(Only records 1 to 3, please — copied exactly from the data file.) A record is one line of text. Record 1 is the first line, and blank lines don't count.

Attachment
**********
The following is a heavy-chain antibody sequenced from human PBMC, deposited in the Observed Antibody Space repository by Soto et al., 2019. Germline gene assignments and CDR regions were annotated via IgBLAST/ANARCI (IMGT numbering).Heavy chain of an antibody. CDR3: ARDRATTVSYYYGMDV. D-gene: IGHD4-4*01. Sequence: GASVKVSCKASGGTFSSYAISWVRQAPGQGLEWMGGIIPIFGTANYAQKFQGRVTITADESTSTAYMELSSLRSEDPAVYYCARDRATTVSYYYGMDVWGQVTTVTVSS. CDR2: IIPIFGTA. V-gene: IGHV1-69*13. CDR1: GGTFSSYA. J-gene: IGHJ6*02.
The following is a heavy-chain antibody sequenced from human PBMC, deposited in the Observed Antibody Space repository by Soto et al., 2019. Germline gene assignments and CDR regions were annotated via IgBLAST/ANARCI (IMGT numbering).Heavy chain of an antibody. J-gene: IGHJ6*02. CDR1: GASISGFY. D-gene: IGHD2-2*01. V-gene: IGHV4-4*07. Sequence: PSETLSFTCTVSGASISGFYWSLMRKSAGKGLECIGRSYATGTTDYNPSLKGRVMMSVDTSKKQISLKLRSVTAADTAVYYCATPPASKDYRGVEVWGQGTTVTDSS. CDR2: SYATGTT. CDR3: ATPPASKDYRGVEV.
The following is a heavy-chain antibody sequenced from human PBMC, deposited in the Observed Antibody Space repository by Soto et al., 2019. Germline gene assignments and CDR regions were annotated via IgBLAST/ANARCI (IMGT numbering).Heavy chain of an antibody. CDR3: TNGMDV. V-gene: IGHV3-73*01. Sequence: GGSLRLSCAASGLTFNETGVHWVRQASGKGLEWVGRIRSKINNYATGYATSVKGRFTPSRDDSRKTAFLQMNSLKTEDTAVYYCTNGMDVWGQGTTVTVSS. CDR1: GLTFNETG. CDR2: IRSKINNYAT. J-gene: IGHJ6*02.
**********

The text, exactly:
The following is a heavy-chain antibody sequenced from human PBMC, deposited in the Observed Antibody Space repository by Soto et al., 2019. Germline gene assignments and CDR regions were annotated via IgBLAST/ANARCI (IMGT numbering).Heavy chain of an antibody. CDR3: ARDRATTVSYYYGMDV. D-gene: IGHD4-4*01. Sequence: GASVKVSCKASGGTFSSYAISWVRQAPGQGLEWMGGIIPIFGTANYAQKFQGRVTITADESTSTAYMELSSLRSEDPAVYYCARDRATTVSYYYGMDVWGQVTTVTVSS. CDR2: IIPIFGTA. V-gene: IGHV1-69*13. CDR1: GGTFSSYA. J-gene: IGHJ6*02.
The following is a heavy-chain antibody sequenced from human PBMC, deposited in the Observed Antibody Space repository by Soto et al., 2019. Germline gene assignments and CDR regions were annotated via IgBLAST/ANARCI (IMGT numbering).Heavy chain of an antibody. J-gene: IGHJ6*02. CDR1: GASISGFY. D-gene: IGHD2-2*01. V-gene: IGHV4-4*07. Sequence: PSETLSFTCTVSGASISGFYWSLMRKSAGKGLECIGRSYATGTTDYNPSLKGRVMMSVDTSKKQISLKLRSVTAADTAVYYCATPPASKDYRGVEVWGQGTTVTDSS. CDR2: SYATGTT. CDR3: ATPPASKDYRGVEV.
The following is a heavy-chain antibody sequenced from human PBMC, deposited in the Observed Antibody Space repository by Soto et al., 2019. Germline gene assignments and CDR regions were annotated via IgBLAST/ANARCI (IMGT numbering).Heavy chain of an antibody. CDR3: TNGMDV. V-gene: IGHV3-73*01. Sequence: GGSLRLSCAASGLTFNETGVHWVRQASGKGLEWVGRIRSKINNYATGYATSVKGRFTPSRDDSRKTAFLQMNSLKTEDTAVYYCTNGMDVWGQGTTVTVSS. CDR1: GLTFNETG. CDR2: IRSKINNYAT. J-gene: IGHJ6*02.